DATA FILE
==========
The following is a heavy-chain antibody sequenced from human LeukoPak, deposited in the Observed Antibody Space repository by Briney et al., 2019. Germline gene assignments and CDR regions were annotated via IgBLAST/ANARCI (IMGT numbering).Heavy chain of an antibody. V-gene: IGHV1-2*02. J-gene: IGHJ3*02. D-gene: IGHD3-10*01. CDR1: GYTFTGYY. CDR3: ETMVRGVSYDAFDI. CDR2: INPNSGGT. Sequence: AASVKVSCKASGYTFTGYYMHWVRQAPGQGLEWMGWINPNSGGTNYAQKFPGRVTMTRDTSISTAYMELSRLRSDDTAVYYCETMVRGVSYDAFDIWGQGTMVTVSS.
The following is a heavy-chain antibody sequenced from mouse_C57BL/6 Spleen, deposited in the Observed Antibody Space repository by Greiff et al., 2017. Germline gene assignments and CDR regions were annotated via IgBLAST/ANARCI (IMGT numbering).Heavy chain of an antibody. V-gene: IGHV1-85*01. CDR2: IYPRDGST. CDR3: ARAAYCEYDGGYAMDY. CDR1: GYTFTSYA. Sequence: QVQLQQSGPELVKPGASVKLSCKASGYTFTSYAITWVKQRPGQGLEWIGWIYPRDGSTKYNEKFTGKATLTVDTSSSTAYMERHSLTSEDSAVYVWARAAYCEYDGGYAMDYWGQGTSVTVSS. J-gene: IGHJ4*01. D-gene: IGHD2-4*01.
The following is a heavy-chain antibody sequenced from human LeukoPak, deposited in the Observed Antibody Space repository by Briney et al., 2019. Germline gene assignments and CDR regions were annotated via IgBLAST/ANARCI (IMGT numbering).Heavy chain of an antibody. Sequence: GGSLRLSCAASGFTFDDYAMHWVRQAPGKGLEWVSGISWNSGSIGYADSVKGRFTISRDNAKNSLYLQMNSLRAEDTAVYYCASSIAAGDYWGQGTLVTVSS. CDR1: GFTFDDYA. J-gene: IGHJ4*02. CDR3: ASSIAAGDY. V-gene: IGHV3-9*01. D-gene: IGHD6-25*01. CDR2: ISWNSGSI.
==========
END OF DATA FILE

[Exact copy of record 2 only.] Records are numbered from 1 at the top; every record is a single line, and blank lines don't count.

The following is a heavy-chain antibody sequenced from mouse_C57BL/6 Spleen, deposited in the Observed Antibody Space repository by Greiff et al., 2017. Germline gene assignments and CDR regions were annotated via IgBLAST/ANARCI (IMGT numbering).Heavy chain of an antibody. V-gene: IGHV1-85*01. CDR2: IYPRDGST. CDR3: ARAAYCEYDGGYAMDY. CDR1: GYTFTSYA. Sequence: QVQLQQSGPELVKPGASVKLSCKASGYTFTSYAITWVKQRPGQGLEWIGWIYPRDGSTKYNEKFTGKATLTVDTSSSTAYMERHSLTSEDSAVYVWARAAYCEYDGGYAMDYWGQGTSVTVSS. J-gene: IGHJ4*01. D-gene: IGHD2-4*01.